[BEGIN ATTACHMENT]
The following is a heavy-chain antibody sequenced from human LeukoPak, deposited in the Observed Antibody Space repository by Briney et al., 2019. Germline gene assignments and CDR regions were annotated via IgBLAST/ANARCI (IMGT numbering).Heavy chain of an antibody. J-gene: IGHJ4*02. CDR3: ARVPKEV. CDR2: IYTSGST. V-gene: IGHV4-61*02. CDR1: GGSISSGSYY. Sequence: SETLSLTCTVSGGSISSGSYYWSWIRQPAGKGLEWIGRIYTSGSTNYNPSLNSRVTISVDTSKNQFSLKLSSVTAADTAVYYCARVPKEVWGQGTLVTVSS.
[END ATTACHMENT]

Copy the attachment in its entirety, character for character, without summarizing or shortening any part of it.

The following is a heavy-chain antibody sequenced from human LeukoPak, deposited in the Observed Antibody Space repository by Briney et al., 2019. Germline gene assignments and CDR regions were annotated via IgBLAST/ANARCI (IMGT numbering).Heavy chain of an antibody. J-gene: IGHJ4*02. CDR3: ARVPKEV. CDR2: IYTSGST. V-gene: IGHV4-61*02. CDR1: GGSISSGSYY. Sequence: SETLSLTCTVSGGSISSGSYYWSWIRQPAGKGLEWIGRIYTSGSTNYNPSLNSRVTISVDTSKNQFSLKLSSVTAADTAVYYCARVPKEVWGQGTLVTVSS.